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Frans, Örjan
Publications (10 of 35) Show all publications
Motilla Hoppe, J., Frick, A., Åhs, F., Linnman, C., Appel, L., Jonasson, M., . . . Furmark, T. (2018). Association between amygdala neurokinin-1 receptor availability and anxiety-related personality traits. Translational Psychiatry, 8(1), 168
Open this publication in new window or tab >>Association between amygdala neurokinin-1 receptor availability and anxiety-related personality traits
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2018 (English)In: Translational Psychiatry, ISSN 2158-3188, E-ISSN 2158-3188, Vol. 8, no 1, p. 168-Article in journal (Refereed) Published
Abstract [en]

Animal studies indicate that substance P (SP) and its preferred neurokinin-1 (NK1) receptor modulate stress and anxiety-related behavior. Alterations in the SP-NK1 system have also been observed in human anxiety disorders, yet little is known about the relation between this system and individual differences in personality traits associated with anxiety propensity and approach-avoidance behavior, including trait anxiety, neuroticism, and extraversion. Exploring this relation could provide important insights into the neurobiological underpinnings of human anxiety and the etiology of anxiety disorders, as anxious traits are associated with increased susceptibility to develop psychopathological conditions. Here we examined the relationship between central NK1 receptor availability and self-rated measures of trait anxiety, neuroticism, and extraversion. The amygdala was chosen as the primary region of interest since this structure has been suggested to mediate the effect of the SP-NK1 system on anxiety. Anxious traits and NK1 receptor availability, determined with positron emission tomography and the radiotracer [11C]GR205171, were measured in 17 healthy individuals. Voxel-wise analyses showed a significant positive correlation between bilateral amygdala NK1 receptor availability and trait anxiety, and a trend in similar direction was observed for neuroticism. Conversely, extraversion was found to be negatively associated with amygdala NK1 receptor availability. Extraversion also correlated negatively with the NK1 measure in the cuneus/precuneus and fusiform gyrus according to exploratory whole-brain analyses. In conclusion, our findings indicate that amygdala NK1 receptor availability is associated with anxiety-related personality traits in healthy subjects, consistent with a modulatory role for the SP-NK1 system in human anxiety.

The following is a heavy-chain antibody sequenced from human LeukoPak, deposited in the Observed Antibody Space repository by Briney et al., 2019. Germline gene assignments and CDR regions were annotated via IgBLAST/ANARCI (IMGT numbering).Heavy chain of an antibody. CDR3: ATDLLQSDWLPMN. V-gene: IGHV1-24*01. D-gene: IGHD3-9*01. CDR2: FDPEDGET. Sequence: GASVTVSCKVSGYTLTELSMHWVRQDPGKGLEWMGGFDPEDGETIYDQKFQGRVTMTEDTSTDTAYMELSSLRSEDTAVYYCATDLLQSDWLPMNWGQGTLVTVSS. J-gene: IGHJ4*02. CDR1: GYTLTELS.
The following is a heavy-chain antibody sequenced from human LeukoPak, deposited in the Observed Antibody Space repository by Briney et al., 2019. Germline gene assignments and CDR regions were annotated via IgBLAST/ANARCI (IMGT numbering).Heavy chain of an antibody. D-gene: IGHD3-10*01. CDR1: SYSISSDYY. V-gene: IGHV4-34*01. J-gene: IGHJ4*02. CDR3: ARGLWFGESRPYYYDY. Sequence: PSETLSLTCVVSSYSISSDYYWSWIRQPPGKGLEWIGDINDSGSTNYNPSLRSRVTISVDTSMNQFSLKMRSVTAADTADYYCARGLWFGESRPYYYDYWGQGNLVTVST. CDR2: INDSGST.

National Category
Pedagogy
Identifiers
urn:nbn:se:uu:diva-358759 (URN)10.1038/s41398-018-0163-1 (DOI)
Available from: 2018-08-31 Created: 2018-08-31 Last updated: 2018-11-08Bibliographically approved
Frans, Ö., Åhs, J., Bihre, E. & Åhs, F. (2018). Distance to Threat and Risk of Acute and Posttraumatic Stress Disorder Following Bank Robbery: A longitudinal study. Psychiatry Research, 267, 461-466